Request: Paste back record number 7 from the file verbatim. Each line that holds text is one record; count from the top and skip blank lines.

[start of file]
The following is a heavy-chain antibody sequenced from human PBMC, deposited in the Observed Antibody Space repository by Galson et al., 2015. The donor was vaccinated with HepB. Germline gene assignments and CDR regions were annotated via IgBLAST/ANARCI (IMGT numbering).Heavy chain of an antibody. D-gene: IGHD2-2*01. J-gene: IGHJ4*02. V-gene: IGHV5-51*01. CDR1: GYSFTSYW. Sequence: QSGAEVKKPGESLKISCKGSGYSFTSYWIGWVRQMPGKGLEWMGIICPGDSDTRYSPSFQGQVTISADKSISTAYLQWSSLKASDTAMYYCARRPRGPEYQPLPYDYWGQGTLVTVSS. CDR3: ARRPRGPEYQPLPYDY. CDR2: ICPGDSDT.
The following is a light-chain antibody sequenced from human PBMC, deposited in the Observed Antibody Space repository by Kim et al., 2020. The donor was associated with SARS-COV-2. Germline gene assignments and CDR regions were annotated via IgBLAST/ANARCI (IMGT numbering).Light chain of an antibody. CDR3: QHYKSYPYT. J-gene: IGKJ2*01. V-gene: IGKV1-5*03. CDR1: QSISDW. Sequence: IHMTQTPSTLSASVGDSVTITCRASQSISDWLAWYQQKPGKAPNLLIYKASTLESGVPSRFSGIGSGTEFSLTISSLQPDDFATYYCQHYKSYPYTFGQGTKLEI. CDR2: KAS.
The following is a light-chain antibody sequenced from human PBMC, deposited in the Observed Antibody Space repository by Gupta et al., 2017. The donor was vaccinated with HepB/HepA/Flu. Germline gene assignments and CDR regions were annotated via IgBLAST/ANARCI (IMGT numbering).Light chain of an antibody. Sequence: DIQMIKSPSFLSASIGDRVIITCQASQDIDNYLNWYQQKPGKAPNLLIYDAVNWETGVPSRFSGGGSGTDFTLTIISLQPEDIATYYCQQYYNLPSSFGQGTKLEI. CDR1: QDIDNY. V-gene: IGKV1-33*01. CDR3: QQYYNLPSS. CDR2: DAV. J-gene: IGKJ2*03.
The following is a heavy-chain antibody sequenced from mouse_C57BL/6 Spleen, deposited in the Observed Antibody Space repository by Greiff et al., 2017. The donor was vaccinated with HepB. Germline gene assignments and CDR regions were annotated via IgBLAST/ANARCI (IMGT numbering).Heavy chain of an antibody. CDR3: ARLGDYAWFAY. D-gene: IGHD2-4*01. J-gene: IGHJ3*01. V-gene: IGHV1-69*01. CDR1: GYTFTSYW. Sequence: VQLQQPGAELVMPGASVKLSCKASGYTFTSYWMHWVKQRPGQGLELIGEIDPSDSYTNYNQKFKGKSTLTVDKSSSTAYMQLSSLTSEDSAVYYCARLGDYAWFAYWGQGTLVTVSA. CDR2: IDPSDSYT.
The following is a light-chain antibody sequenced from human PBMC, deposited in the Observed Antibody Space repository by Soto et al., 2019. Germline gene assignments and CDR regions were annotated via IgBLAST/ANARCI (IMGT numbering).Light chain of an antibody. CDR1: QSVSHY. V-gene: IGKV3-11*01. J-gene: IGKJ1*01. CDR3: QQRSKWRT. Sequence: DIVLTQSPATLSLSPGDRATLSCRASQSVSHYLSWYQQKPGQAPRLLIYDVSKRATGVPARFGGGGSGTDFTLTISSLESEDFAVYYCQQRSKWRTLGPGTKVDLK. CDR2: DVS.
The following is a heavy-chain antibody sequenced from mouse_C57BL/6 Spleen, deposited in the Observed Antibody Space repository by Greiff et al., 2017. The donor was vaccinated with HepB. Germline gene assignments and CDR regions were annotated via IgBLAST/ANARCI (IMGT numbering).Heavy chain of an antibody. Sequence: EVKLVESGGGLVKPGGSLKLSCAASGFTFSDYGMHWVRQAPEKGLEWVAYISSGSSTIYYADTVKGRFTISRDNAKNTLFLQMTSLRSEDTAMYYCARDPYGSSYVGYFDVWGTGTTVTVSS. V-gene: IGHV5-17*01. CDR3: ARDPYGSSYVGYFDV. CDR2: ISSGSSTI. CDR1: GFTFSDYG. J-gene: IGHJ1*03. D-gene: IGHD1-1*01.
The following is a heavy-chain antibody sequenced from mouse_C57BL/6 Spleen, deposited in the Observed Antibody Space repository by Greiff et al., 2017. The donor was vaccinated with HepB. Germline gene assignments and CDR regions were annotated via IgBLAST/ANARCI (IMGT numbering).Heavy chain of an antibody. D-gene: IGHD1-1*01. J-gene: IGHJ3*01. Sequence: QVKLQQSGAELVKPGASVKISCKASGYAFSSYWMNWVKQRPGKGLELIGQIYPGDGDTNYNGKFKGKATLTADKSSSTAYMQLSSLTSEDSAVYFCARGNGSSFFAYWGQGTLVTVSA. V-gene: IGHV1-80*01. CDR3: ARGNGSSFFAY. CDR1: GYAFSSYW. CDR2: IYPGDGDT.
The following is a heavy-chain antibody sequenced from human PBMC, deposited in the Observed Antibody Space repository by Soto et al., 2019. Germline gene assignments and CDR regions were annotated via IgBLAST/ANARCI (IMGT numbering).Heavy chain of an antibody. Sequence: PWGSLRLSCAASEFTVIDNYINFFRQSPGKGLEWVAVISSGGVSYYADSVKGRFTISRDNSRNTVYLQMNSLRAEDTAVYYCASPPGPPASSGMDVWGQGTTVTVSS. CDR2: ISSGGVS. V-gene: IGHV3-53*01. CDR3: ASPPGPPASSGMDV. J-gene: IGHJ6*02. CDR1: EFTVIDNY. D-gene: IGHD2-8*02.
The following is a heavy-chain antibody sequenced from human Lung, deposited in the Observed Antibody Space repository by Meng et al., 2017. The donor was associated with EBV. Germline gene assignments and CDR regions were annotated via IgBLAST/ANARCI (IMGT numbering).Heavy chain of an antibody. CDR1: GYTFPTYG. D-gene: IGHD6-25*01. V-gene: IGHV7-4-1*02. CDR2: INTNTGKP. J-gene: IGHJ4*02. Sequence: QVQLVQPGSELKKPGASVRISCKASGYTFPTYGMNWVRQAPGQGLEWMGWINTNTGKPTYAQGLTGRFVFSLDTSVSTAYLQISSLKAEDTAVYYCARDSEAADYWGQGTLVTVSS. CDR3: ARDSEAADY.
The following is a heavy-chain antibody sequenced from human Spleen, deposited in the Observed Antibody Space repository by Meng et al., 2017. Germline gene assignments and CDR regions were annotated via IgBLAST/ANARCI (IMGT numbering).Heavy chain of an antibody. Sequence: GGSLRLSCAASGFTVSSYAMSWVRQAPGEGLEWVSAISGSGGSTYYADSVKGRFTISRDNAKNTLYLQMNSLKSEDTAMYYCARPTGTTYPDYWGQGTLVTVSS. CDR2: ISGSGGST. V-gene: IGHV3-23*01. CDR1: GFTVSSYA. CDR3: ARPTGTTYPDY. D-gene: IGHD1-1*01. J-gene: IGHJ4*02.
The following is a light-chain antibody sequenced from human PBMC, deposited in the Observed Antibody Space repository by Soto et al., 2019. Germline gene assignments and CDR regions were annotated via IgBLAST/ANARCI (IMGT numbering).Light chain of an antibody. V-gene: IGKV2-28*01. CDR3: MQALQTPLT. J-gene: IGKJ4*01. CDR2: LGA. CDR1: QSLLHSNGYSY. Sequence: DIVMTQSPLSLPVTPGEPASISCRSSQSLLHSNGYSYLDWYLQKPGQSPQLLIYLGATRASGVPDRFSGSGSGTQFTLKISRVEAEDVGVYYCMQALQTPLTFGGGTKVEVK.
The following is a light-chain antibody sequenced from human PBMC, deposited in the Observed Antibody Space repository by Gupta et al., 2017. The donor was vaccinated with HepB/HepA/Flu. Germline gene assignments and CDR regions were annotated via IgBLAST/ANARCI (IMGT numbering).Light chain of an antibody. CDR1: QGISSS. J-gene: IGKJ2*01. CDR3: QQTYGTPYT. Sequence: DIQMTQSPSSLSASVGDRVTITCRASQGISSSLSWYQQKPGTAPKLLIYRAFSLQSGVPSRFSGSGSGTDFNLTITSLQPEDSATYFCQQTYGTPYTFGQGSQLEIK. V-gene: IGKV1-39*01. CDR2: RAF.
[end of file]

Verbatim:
The following is a heavy-chain antibody sequenced from mouse_C57BL/6 Spleen, deposited in the Observed Antibody Space repository by Greiff et al., 2017. The donor was vaccinated with HepB. Germline gene assignments and CDR regions were annotated via IgBLAST/ANARCI (IMGT numbering).Heavy chain of an antibody. D-gene: IGHD1-1*01. J-gene: IGHJ3*01. Sequence: QVKLQQSGAELVKPGASVKISCKASGYAFSSYWMNWVKQRPGKGLELIGQIYPGDGDTNYNGKFKGKATLTADKSSSTAYMQLSSLTSEDSAVYFCARGNGSSFFAYWGQGTLVTVSA. V-gene: IGHV1-80*01. CDR3: ARGNGSSFFAY. CDR1: GYAFSSYW. CDR2: IYPGDGDT.